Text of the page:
Three South African based advocacy groups say they are appalled by the global silence on the human rights violations against Muslim populations and other religious minorities in both Burma and Sri Lanka. In a joint statement on Friday, the Protect the Rohingya, Media Review Network, and Palestine Solidarity Alliance organisations said the Rohingya minority were subjected to “blatant rhetorical hate speech, incitement to violence and physical attacks”.
“In both countries the violence against minorities has spanned at least 20 years and the states have turned a blind eye despite the fact that the propaganda and hate speech threatening a Muslim take over has no basis in reality as the Muslims are a minority population in both countries,” read the joint statement.
“Buddhist extremism has been allowed free reign to incite violence, disseminate anti-Muslim propaganda and make threatening calls for brutality to be unleashed on minority Muslim and Christian populations in both Burma and Sri Lanka. Freedom of religion or belief is a human right, irrespective of State approval and respect for such rights does not depend on state administrative procedures.”
The groups noted the “flagrant hate speech” by extremist monks like U Wirathu of the 969 in Burma and Gnansara of the Bodu Bala Sena (BBS) in Sri Lanka. It said it had become apparent that the universal human rights which call for the protection of minorities and freedom of religion are being implemented selectively.
Gnanasara mobilised his followers at a rally to unite and take things into their own hands. Justice Minister and Sri Lanka Muslim Congress (SLMC) leader Rauf Hakeem was reported to have said that the current regime was at fault for allowing the bloodshed to escalate. At least four people were killed and nearly 80 seriously wounded and homes, businesses and vehicles were torched.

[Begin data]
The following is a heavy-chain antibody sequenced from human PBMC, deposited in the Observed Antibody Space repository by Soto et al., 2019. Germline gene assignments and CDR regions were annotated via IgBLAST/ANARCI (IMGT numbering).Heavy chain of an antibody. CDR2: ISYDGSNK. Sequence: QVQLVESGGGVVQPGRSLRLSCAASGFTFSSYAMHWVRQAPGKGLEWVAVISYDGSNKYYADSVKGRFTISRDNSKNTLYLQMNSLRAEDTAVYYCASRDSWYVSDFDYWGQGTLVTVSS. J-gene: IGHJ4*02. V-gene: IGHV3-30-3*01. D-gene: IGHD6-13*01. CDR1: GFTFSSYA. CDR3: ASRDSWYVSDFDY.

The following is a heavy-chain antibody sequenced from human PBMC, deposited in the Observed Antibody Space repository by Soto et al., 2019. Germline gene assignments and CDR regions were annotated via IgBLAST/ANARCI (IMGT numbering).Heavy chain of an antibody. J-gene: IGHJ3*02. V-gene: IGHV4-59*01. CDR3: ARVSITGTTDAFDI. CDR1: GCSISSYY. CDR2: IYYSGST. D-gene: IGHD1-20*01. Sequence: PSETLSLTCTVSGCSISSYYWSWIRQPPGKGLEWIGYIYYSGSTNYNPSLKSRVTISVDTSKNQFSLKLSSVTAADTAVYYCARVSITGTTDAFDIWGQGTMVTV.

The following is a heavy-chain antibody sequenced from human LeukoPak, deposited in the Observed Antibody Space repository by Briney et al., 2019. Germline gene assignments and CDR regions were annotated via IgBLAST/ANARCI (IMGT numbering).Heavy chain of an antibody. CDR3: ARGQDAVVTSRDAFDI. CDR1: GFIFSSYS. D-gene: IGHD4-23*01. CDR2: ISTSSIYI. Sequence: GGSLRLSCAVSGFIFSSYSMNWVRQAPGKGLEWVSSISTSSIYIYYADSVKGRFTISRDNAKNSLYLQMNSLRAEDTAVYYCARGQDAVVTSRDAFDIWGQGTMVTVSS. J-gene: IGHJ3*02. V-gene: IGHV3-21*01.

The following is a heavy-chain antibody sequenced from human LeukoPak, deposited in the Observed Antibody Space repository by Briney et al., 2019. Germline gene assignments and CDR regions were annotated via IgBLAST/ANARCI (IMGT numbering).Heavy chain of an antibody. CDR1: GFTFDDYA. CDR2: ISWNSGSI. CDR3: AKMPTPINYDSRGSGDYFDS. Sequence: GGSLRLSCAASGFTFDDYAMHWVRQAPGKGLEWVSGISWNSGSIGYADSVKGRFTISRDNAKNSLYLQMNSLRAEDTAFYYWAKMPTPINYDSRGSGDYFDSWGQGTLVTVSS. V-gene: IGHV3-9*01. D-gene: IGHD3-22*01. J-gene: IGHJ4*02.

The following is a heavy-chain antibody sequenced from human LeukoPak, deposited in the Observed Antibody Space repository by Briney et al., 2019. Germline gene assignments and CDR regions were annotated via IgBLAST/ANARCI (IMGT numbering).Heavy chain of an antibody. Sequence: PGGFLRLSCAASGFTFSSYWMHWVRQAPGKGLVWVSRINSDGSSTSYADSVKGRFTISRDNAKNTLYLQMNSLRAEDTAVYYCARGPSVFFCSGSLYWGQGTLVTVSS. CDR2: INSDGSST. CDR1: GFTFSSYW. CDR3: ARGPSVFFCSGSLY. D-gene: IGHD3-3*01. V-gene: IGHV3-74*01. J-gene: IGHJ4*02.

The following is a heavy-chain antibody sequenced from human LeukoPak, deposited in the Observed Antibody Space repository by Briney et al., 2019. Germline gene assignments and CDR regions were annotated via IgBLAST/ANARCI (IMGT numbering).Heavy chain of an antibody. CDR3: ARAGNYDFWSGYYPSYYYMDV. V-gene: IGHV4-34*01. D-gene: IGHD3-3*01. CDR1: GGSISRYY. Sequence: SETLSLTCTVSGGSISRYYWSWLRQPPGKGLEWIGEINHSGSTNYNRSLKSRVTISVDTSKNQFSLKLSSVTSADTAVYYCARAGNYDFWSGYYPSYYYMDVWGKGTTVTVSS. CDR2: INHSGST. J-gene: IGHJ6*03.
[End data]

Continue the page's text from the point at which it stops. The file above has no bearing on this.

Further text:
Sri Lankan Muslims are Tamil speaking and there are claims by Tamil nationalists that they belong to the larger Tamil nation. This has caused much repression by the Buddhist – Sinhalese majority. Sri Lanka is home to 21 million muslims approximately 10% of the population. Previously in October of 1990, close to 75,000 Muslims were forced out of their homes in the Northern provinces. The recent violence brings the total number of displaced to 250 000 with no resettlement plan.
The SLMC has demanded a UN probe into one of the country’s worst-ever religious riots, as President Rajapakse toured the violence-hit region last week. The SLMC also planned a boycott of parliament as a protest against Colombo’s failure to rein in the BBS widely accused of sparking theses clashes. The Asian director of Human Rights Watch said that the Sri Lankan authorities need to do more than arrest those carrying out the anti-Muslim violence.
“They need to investigate and identify any instigators. This means taking a hard look at the role and relationship between extremist Buddhist groups like the BBS and the Sri Lankan security forces.”
According to the Office of the High Commissioner for Human Rights, Sri Lanka’s government has promised to amend and enhance existing laws with regard to hate speech, but has not yet acted on the promise. The Commissioner urged Sri Lanka’s government to “urgently do everything it can to arrest this violence, curb the incitement and hate speech which is driving it and protect all religious minorities. She added that she was very concerned that this violence could spread to Muslim communities in other parts of the country.
“The open declaration of violence on minority communities likewise is also unacceptable and unpalatable to the human conscience. Nation states shall be obliged in accordance with the principles of international law and universal jurisdiction to bring these perpetrators to justice,” said the organisations.
Attorney Ziyaad Patel, legal representative of the three bodies stated that some of the foregoing conduct alleged in Sri Lanka / Burma and the atrocities committed in Burma against the Rohingya have manifested itself as crimes defined above in contravention of international criminal law. Patel further added that governments permitting such persecution are apposite to the States responsibility in the creation of a constitutional legal framework aimed at protecting and promoting fundamental basic human rights.
“We urge the South African government, the international community and peace loving people everywhere to speak out firmly for justice, to demand equal rights and the protection of minority communities in Burma and Sri Lanka,” he said.
“Furthermore, we demand that the South African Government who understands the oppression of the apartheid legacy, classified under international law as a crime against humanity to utilize appropriate political and trade instruments to initiate behavioral change of these regimes that permit such violence and incitement to violence under its watch and to take such measures necessary that shall include but not limited to trade sanctions boycotts and divestment.”